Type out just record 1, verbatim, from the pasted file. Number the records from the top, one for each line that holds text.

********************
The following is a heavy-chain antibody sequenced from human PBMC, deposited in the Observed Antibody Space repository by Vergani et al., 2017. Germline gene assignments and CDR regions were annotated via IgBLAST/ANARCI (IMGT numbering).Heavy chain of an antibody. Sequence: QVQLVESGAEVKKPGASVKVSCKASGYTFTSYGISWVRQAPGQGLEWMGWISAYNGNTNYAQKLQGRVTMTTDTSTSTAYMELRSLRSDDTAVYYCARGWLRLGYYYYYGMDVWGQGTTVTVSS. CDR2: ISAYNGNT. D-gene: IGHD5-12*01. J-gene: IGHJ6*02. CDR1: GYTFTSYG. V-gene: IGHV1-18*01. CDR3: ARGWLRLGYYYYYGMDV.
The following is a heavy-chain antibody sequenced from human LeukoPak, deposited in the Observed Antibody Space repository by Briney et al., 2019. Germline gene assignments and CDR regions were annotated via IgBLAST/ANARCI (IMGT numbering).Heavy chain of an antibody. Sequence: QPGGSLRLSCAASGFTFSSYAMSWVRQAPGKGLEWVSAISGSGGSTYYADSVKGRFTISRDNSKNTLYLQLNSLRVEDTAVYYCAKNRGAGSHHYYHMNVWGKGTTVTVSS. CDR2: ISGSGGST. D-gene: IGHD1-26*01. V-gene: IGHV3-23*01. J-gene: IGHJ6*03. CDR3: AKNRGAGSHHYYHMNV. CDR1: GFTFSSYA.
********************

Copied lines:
The following is a heavy-chain antibody sequenced from human PBMC, deposited in the Observed Antibody Space repository by Vergani et al., 2017. Germline gene assignments and CDR regions were annotated via IgBLAST/ANARCI (IMGT numbering).Heavy chain of an antibody. Sequence: QVQLVESGAEVKKPGASVKVSCKASGYTFTSYGISWVRQAPGQGLEWMGWISAYNGNTNYAQKLQGRVTMTTDTSTSTAYMELRSLRSDDTAVYYCARGWLRLGYYYYYGMDVWGQGTTVTVSS. CDR2: ISAYNGNT. D-gene: IGHD5-12*01. J-gene: IGHJ6*02. CDR1: GYTFTSYG. V-gene: IGHV1-18*01. CDR3: ARGWLRLGYYYYYGMDV.